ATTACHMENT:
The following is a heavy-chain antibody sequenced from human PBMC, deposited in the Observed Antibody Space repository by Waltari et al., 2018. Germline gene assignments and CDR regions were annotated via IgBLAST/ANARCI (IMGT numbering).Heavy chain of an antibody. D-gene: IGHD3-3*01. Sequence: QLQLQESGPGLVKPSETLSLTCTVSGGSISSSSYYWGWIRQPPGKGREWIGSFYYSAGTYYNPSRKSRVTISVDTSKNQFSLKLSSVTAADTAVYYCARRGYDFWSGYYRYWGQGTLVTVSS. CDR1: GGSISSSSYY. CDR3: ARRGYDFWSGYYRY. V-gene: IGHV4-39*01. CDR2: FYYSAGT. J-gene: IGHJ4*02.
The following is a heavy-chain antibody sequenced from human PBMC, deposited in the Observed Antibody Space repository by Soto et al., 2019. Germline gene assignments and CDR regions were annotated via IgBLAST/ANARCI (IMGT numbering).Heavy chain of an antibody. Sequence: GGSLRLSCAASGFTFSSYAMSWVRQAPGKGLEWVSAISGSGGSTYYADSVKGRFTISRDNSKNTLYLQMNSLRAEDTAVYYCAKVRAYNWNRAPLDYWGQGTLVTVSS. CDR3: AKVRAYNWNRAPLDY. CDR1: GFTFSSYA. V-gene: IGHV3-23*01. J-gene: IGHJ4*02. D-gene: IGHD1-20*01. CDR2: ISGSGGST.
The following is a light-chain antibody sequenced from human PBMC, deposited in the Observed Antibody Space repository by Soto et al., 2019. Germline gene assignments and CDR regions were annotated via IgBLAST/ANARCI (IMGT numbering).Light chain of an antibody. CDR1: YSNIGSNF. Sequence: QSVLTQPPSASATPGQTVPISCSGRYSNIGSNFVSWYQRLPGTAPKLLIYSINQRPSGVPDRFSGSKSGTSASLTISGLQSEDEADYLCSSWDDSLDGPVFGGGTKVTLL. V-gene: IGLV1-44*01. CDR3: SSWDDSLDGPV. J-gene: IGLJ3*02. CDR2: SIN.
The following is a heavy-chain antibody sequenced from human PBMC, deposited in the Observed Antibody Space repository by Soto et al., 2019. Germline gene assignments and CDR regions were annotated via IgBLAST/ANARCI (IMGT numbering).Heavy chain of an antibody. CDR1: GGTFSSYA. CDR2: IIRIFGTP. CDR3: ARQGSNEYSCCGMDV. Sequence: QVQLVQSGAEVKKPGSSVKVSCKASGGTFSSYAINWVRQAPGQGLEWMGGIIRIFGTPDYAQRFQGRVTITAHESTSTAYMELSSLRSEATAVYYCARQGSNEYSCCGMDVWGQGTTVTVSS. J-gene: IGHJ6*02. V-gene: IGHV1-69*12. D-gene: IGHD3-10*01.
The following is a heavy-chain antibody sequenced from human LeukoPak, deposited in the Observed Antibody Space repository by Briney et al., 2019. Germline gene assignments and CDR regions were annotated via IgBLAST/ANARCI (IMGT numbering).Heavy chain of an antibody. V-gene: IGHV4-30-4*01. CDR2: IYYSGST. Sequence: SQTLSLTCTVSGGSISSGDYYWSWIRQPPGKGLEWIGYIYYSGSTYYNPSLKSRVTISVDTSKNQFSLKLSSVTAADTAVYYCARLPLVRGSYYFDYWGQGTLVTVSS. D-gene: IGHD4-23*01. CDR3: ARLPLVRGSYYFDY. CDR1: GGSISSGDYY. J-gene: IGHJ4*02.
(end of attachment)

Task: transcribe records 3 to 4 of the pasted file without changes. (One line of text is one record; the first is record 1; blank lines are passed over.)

The following is a light-chain antibody sequenced from human PBMC, deposited in the Observed Antibody Space repository by Soto et al., 2019. Germline gene assignments and CDR regions were annotated via IgBLAST/ANARCI (IMGT numbering).Light chain of an antibody. CDR1: YSNIGSNF. Sequence: QSVLTQPPSASATPGQTVPISCSGRYSNIGSNFVSWYQRLPGTAPKLLIYSINQRPSGVPDRFSGSKSGTSASLTISGLQSEDEADYLCSSWDDSLDGPVFGGGTKVTLL. V-gene: IGLV1-44*01. CDR3: SSWDDSLDGPV. J-gene: IGLJ3*02. CDR2: SIN.
The following is a heavy-chain antibody sequenced from human PBMC, deposited in the Observed Antibody Space repository by Soto et al., 2019. Germline gene assignments and CDR regions were annotated via IgBLAST/ANARCI (IMGT numbering).Heavy chain of an antibody. CDR1: GGTFSSYA. CDR2: IIRIFGTP. CDR3: ARQGSNEYSCCGMDV. Sequence: QVQLVQSGAEVKKPGSSVKVSCKASGGTFSSYAINWVRQAPGQGLEWMGGIIRIFGTPDYAQRFQGRVTITAHESTSTAYMELSSLRSEATAVYYCARQGSNEYSCCGMDVWGQGTTVTVSS. J-gene: IGHJ6*02. V-gene: IGHV1-69*12. D-gene: IGHD3-10*01.